Painted furniture was also well-represented among the top prices. A two-part corner cupboard from Dillsburg, Penn., was aptly described as “vibrantly painted” and retained an original and untouched sponge-decorated surface with yellow doors and moldings that bidders took to $18,300. A Pennsylvania Soap Hollow paint-decorated chest of drawers, signed by John Sala, circa 1855, had characteristic stencil decoration on a red-grained reserve and brought $10,370. Pook was handling for the second time a Pennsylvania child’s sackback Windsor armchair that retained traces of its original painted surface. It had originally crossed Pook’s block when it was sold as part of the Pioneer Americana Collection of Dr and Mrs Donald A. Shelley; it also had provenance to Joe Kindig Jr. All of that combined to achieve the strong result of $11,590. A painted poplar dower chest from Ohio, with provenance to the estate of Pauline Kasserman of Winesburg, Ohio, more than tripled its high estimate to close at $9,760.
The top lot was not the only Chester County sampler in the sale, though it was far and away the highest price achieved for one. Other examples included a silk on linen sampler worked by Mary Haines in 1813 that featured a central house and ribbon border that made $6,100; another silk on linen sampler, dated 1817, had been wrought at West Chester School by “MWH” and finished at $1,952. All three Chester County samplers were from the Wyomissing, Penn., collection.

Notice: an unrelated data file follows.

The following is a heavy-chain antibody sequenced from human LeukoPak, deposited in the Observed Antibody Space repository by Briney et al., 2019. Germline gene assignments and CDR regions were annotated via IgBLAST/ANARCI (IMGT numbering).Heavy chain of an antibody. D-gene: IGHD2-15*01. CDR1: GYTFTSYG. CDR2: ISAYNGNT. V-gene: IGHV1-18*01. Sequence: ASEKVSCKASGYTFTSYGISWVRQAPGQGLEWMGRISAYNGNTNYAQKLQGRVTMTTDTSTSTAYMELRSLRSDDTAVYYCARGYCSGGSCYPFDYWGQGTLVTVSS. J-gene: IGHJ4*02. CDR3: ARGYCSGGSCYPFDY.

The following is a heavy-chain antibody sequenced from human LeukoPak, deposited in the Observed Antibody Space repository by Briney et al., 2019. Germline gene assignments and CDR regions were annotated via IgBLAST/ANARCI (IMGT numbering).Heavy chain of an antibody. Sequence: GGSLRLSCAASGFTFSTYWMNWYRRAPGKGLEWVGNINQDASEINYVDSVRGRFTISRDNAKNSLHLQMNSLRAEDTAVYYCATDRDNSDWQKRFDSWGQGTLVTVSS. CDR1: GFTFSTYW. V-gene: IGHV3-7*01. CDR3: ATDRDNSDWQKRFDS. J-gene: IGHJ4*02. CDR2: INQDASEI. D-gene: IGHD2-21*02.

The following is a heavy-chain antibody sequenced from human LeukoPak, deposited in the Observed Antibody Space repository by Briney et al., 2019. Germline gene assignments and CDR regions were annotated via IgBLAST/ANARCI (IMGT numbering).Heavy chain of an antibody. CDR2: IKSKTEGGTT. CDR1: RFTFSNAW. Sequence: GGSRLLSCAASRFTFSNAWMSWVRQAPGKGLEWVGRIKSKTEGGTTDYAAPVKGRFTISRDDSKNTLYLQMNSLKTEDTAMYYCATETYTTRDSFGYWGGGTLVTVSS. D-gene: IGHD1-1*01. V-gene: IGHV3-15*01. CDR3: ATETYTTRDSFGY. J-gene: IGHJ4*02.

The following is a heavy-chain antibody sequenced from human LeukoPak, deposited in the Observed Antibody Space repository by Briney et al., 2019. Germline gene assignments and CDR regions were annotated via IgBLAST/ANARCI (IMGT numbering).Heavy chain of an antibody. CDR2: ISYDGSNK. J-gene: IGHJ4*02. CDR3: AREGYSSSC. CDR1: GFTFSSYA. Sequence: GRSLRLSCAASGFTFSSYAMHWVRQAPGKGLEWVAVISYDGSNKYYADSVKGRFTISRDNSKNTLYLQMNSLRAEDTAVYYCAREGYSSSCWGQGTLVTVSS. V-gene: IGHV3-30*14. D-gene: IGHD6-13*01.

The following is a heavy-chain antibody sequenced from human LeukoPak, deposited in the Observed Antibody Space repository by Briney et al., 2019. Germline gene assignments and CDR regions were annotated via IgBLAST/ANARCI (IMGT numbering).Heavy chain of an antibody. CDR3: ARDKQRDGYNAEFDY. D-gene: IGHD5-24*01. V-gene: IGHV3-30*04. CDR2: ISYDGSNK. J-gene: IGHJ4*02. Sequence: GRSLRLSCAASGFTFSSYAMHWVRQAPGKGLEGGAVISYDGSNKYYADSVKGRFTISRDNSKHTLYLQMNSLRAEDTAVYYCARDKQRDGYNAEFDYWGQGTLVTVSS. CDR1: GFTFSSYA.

Six weathervanes were on offer, with two of horse and riders appealing most to buyers. A swell-bodied copper example pranced off for $13,420. A running horse and rider model signed Harris & Co. for J. Harris & Co., of Boston, Mass., 1868-1881, retained traces of original sizing and gilding but sold below estimate, for $8,540. The four other vanes were represented by a cow, an Indian, a rooster and an arrow and sold largely within expectations, bringing prices between $397 and $1,952.
Historical glass flasks in a variety of colors were featured in the sale, led by an amber glass example made in Philadelphia by Kensington Glass Works and featuring Benjamin Franklin and T.W. Dyott, MD, which shattered expectations to end at $15,860. A green glass flask embossed Coffin & Hay of Hammonton, N.J., with eagle and flag decoration sold for $6,100. Another example from Philadelphia’s Kensington Glass Works, this time in pale green glass and depicting General Washington and an eagle, more than doubled its high estimate to achieve $2,440, while a group of three unattributed historical aquamarine glass flasks brought $549 and featured images of George Washington, eagles, a flag and a frigate.
About 20 lots of mocha ware sold halfway through the sale, with a Nineteenth Century marbleized bowl with cover and undertray, nearly doubling its high estimate to finish at $9,150. A Baltimore youth album quilt unfolded to $3,416, the highest price achieved among more than 20 examples on offer.
It would be a mistake to assume that small portable things were only what bidders came to buy. A set of four garden statues of the Four Seasons, dating to the late Nineteenth Century, stood nearly 7 feet tall and more than quadrupled the high estimate to bring $17,080. A Steinway Model B grand piano dating to 1924 reached for a high note and brought it, closing at $9,760 against a $4/6,000 estimate.
Pook & Pook’s next Americana sale will take place on July 10-11 and features the collection of Linda and Dennis Moyer. The collection is focused primarily on Pennsylvania material, most significantly folk art, textile and fraktur. Limited in-room bidding by reservation will be available for that sale as well as preview, by appointment.
Prices quoted include the buyer’s premium as reported by the auction house.
Pook & Pook, Inc., is at 463 East Lancaster Avenue. For information, www.pookandpook.com or 610-269-4040.
May 17, 2022
May 17, 2022
May 17, 2022
5 Church Hill Road / Newtown, CT 06470
Mon - Fri / 8:00 am - 5:01 pm